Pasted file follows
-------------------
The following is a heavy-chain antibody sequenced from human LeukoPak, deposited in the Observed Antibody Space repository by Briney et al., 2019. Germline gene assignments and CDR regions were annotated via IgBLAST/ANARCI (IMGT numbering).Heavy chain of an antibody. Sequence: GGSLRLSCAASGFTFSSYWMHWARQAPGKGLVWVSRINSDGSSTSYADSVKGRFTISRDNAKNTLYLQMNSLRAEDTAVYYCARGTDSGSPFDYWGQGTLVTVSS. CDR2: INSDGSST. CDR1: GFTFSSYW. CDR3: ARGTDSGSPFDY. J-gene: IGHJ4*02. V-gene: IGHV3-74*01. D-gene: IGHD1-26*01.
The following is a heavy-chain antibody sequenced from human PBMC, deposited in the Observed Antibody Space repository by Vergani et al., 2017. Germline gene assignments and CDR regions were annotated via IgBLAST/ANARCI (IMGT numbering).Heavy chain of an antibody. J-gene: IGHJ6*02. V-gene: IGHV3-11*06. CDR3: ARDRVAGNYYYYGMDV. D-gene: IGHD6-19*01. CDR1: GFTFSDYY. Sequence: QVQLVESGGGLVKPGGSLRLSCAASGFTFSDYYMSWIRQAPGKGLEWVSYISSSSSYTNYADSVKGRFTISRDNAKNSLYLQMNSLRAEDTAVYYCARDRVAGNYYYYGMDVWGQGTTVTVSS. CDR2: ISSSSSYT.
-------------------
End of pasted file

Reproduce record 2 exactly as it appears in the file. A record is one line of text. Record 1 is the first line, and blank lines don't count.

The following is a heavy-chain antibody sequenced from human PBMC, deposited in the Observed Antibody Space repository by Vergani et al., 2017. Germline gene assignments and CDR regions were annotated via IgBLAST/ANARCI (IMGT numbering).Heavy chain of an antibody. J-gene: IGHJ6*02. V-gene: IGHV3-11*06. CDR3: ARDRVAGNYYYYGMDV. D-gene: IGHD6-19*01. CDR1: GFTFSDYY. Sequence: QVQLVESGGGLVKPGGSLRLSCAASGFTFSDYYMSWIRQAPGKGLEWVSYISSSSSYTNYADSVKGRFTISRDNAKNSLYLQMNSLRAEDTAVYYCARDRVAGNYYYYGMDVWGQGTTVTVSS. CDR2: ISSSSSYT.